“I’m looking for a web guy”
“Find someone to fix my website”
“Someone who knows PHP”
Seriously? Again, these don’t exactly fit with Google’s idea of quality content, but for now you’re going to have to slip those phrases into your articles somewhere if you want Google to treat you kindly – at least that’s the theory. To give you an example of how Google is focusing on semantic phrasing and getting it wrong, I’ll ask an important question and see what happens:
Do Squirrels Eat Semantics?
Whether squirrels eat semantics or whether they have anything to do with semantics might seem to be an extremely irrelevant question. And it is where quality of content is concerned, since it has nothing to do with this article really, so why are you reading such rubbish?
The answer is simple. That one heading, a question, encased in H1 tags is telling Google that I’m asking a question. Google should be able to understand that this article is talking about semantics, so why not throw squirrels into the mix? I’ll watch with interest to see whether I rank anywhere for that exact semantic search phrase over the coming days and weeks. With any luck I’ll ask the question again in the near future and I’ll get back a resounding “NO”.
Of course we all know that semantics form no part of the squirrel’s diet, that doesn’t make any sense, but does Google? We’ll soon find out. Just for reference Google, Squirrels do not eat semantics, they eat nuts and I’m hoping that this article will be one of the foremost authorities on the subject if people were to search for it. I have 31 million pages to compete with from scratch, and note I did not make the page title the phrase I hope to rank for (which naturally would have boosted it significantly).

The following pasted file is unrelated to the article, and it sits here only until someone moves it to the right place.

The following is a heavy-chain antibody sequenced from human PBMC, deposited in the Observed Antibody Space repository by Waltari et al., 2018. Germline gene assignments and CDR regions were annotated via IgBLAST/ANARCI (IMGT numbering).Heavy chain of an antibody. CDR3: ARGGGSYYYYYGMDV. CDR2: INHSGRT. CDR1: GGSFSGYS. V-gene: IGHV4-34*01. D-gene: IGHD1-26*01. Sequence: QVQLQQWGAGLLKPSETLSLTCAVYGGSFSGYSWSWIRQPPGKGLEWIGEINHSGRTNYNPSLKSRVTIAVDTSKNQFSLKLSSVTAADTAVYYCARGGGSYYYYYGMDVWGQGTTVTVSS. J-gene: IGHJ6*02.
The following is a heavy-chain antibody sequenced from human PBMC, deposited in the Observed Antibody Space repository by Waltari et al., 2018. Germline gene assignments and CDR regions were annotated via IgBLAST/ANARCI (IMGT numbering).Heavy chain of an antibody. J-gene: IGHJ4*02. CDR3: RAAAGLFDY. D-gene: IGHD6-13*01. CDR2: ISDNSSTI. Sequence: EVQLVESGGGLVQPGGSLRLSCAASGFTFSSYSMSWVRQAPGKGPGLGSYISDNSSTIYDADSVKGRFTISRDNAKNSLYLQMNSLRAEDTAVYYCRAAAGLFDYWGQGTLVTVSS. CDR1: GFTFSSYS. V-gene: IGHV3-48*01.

Edit: I’ve since changed the page title, but left the permalink to gauge effectiveness of page titling when the title is a question.
Previously of course, that search term in Google would have given you a set of keyword based results that you’d be familiar with. You’d see the obligatory Wikipedia entry on squirrels, mixed with articles on the creatures themselves, wildlife and some semantics pages all thrown into the pot. Things have changed quite dramatically since those days and I must say I’m fairly disappointed with the results I’m being served by the big G.
So What is the Best Approach?
The video below from Google’s own Matt Cutts details the only thing you really need to know about Google’s updates, its semantics methodology and the future – that is, if you’re any kind of SEO expert and wish to make an honest living from it.
If that’s the case then you’re simply going to have to adapt. Adapt quickly and continue to adapt as Google moves the goal posts. As Mr Cutts puts it, “it’s the nature of the beast”.
Update: 16th October 2013
One day after changing the page title, Google presented me with the following results via an Incognito search in Google Chrome.
One semantic search phrase. One top spot out of 20 million pages. No keywords, no squirrels, no fuss. Go figure!